26 July 2013

I'm not saying it's going to be easy...

I'm telling you it's going to be worth it.

Okay, so I'm not Ryan Gosling in The Notebook, neither am I his love interest in said movie (sob).

Nonetheless, it's the quote that sums up the last few weeks for me. And my oh my, what a couple of weeks it's been!

My departure from student-dom to adulthood began with a week at Red Bull Racing in the Marketing Department. It was absolutely amazing, especially as I'd underestimated just how COOL the company was. The people work hard, play hard, and were absolutely lovely; even approaching to ask me to ask them questions. I learnt a lot, having to listen to members of the brand, hospitality, account management and communications team, and had a brilliant time in the process (as well as consuming way too much Red Bull. For the record, I recommend the new editions). I completed my project - creating a running show car event - by Thursday, which meant on Friday I experienced Silverstone, and saw Vettel - whey!

Also, the team have a table football next door to their office, which they make frequent use of. I may have beaten my Line Manager at a game. Like I said, the company is seriously cool.

Between saying goodbye to friends and packing, the week and following weekend were crazy with moving to London preparations. I don't think anyone can prepare you for a permanent move away from home. My brother is taking over my room as I move into his (smaller) room when I return home, but my room won't ever be my room again. Scary!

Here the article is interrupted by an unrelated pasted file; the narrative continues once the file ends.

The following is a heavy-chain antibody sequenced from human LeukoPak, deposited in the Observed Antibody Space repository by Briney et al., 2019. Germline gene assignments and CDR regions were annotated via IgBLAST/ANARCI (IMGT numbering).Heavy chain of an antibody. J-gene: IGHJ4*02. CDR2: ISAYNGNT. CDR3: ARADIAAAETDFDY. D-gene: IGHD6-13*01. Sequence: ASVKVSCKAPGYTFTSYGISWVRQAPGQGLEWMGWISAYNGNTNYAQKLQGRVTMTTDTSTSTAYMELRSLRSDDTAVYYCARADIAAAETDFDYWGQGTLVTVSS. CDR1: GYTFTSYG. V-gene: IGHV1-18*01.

And this week? Well... interning is not to be taken lightly. My role alternates between PA, product packer, unpacker, organiser, creative thinker, tally charter, newspaper-scanner and ALWAYS a sweaty commuter. Always. The amount I've had to take on board has been overwhelming, to say the least, and I'm terrified for when my lovely intern friend Sarah leaves at the end of next week after giving me a two week handover.

The tube is a whole different ball game. This week alone I've been burped at, lifted off the ground due to the general scrum, almost bowled over, stared at (creepily), been made half an hour late to work because of delays, but managed to get through 2 of The Hunger Games books. So there's always a silver lining, people.

I'm pretty much resigned to the fact that during the week I'll have to be as flexible as possible. That, alas, is the world of PR. Despite the rather glamorous upcoming events, the role I'm in is anything but glamorous. But it's okay, because everyone in this business has to start at the bottom, and at least I'm being paid, which is a lot more than some people can say.

Today I went to Oxford Street with my fellow intern, and my mood lifted significantly. This is because I realised, whilst drooling over the gorgeous prints in Zara, and the Kurt Geiger counter in Topshop, and just about everything I set my eyes on (before we got sworn at by a cyclist. Oh, London), that THIS is what I'm here for. I'm here to work, but I'm here to ENJOY. Enjoy the fruits of my labour, enjoy my freedom from the stranglehold of academia. London isn't just work for me, it's a whole new life of brilliant things that I can't even imagine.